My rating: 4 of 5 stars
I mean, was there a mystery here?
Don't get me wrong. It was fun to read along while Harriet finally falls for Lord Peter, but the pace was ponderous and the clues few and far between.
I also found myself wishing for a cast of characters to refer back to, like one finds in certain editions of Agatha Christie books. I couldn't keep all those learned ladies apart.
Written in 1936, this book spends quite some time thrusting forth early feminism, the world wherein it is preferable to stay single and study than get married and procreate.
"It would have been such a bore to be the mother of morons, and it's an absolute toss-up, to be the mother of morons, and it's an absolute toss-up, isn't it? If one could only invent them, like characters in books, it would be much more satisfactory to a well-regulated mind."
Not that Sayers looks too fondly on some of the female scholars; "...that curious little creature dressed in unbecoming pink, who looked as thought she had been carelessly packed away in a drawer all winter and put into circulation again without being ironed..." It's as if she is judging them for not being feminine, though she judges for being feminine, too.
And the men? Well, the men are mostly treated kindly; "He had the appeal of a very young dog of a very large breed--a kind of amiable absurdity."
But Sayers is still stuck; a product of her time. Trying to walk that tightrope of having a bevy of strong, independent female characters who, in the end, still rather want to get married.
"I once got engaged to somebody," one of the female scholars expounds. "But I found I was always blundering--hurting his feelings, doing stupid things, making quite elementary mistakes about him. In the end I realized that I simply wasn't taking as much trouble with him as I should have done over a disputed reading. So I decided he wasn't my job."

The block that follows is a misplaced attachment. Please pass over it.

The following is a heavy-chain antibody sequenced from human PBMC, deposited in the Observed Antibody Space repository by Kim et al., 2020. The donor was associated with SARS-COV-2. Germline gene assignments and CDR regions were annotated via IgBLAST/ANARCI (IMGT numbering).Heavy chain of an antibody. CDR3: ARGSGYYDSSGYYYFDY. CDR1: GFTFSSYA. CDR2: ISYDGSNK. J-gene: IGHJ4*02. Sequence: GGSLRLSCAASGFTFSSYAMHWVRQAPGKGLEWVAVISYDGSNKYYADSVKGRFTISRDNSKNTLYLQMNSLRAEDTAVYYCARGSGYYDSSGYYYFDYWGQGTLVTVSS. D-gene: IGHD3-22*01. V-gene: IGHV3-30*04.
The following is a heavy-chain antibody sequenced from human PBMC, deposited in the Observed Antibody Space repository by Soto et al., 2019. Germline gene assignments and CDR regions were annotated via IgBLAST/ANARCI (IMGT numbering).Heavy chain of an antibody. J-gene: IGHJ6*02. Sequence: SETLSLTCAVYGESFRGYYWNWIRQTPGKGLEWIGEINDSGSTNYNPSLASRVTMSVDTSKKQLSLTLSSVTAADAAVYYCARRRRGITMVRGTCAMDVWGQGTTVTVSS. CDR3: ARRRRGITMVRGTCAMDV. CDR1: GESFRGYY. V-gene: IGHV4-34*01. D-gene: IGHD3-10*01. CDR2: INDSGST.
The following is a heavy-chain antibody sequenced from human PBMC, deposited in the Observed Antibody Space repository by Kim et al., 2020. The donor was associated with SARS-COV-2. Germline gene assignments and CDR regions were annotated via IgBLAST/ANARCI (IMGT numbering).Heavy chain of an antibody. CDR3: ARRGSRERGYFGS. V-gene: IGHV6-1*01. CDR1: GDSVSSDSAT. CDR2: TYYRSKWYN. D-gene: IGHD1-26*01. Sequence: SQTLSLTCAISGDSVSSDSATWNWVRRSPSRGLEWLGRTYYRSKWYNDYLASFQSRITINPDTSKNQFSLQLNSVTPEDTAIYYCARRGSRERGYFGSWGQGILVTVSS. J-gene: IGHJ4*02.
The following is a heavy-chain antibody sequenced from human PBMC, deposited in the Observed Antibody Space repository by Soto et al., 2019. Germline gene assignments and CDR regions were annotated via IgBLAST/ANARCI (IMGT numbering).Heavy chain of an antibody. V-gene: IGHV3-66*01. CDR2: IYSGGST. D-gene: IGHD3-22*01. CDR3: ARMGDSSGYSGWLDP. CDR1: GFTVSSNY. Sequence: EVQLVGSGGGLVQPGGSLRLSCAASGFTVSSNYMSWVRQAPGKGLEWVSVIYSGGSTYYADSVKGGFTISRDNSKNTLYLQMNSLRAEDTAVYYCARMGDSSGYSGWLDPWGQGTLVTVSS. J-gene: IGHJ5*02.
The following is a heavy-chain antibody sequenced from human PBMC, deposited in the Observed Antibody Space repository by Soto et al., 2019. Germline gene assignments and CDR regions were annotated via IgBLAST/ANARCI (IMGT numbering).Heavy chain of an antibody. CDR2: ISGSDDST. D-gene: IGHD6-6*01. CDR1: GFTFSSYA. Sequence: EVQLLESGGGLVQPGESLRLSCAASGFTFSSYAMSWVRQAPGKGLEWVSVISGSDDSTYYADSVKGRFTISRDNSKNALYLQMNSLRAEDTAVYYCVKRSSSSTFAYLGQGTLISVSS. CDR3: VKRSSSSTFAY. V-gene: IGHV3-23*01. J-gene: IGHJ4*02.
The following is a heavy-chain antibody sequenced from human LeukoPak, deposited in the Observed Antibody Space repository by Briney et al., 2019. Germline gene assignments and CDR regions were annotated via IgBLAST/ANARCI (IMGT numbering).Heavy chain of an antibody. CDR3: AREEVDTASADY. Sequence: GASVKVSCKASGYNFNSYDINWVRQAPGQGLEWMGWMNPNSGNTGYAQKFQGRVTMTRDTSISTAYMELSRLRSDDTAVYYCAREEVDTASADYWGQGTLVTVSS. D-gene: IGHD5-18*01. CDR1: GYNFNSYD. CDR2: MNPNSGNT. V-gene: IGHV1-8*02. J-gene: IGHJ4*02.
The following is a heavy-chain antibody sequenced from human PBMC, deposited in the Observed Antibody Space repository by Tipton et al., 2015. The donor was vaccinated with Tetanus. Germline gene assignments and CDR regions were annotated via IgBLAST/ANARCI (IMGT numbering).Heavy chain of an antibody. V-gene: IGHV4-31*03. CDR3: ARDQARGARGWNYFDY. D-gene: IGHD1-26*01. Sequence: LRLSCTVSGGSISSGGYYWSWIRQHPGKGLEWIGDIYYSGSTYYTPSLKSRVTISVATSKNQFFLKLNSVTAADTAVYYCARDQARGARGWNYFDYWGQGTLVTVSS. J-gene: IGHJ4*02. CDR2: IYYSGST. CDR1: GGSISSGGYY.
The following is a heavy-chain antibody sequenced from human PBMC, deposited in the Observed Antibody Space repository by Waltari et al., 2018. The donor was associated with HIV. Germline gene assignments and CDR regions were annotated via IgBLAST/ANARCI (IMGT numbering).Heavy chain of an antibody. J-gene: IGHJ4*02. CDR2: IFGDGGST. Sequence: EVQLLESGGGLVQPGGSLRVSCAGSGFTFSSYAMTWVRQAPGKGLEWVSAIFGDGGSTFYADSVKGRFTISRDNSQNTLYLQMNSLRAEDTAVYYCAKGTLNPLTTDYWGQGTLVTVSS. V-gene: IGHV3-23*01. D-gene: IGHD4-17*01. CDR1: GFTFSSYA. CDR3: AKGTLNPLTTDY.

"I suppose one oughtn't marry anybody, unless one's prepared to make him a full-time job," another character replies.
Enter Lord Peter, with his cosmopolitan description of the political state in Europe in the 1930s, "The old bus wobbles one way, and you think, 'That's done it!' and then it wobbles the other way and you think, 'All serene;' and then, one day, it wobbles over too far and you're in the soup and you can't remember how you got there," but, in the next breath, wishing to trade his role as a diplomat for the simpler life of the scholar; "Here's where real things are done, Harriet--if only those bunglers out there will keep quiet and let me go on. God! how I loathe haste and violence and all that ghastly, slippery cleverness. Unsound, unscholarly, insincere--nothing but propaganda and special pleading and 'what do we get of this?' No time, no peace, no silence; nothing but conferences and newspapers and public speeches till one can't hear one's self think. If only one could root one's self in here among the grass and stones and do something worth doing, even it it was only restoring a lost breathing for the love of the job and nothing else."
And, of course, Lord Peter is an enlightened man. At one point, when asked if he approves of education for women, he replies, "You should not imply that I have the right to either approve or disapprove." We should all remember that little tidbit as we are navigating the comment threads of various social networking sites.
"Lord, teach us to take our hearts and look them in the face, however difficult it may be."
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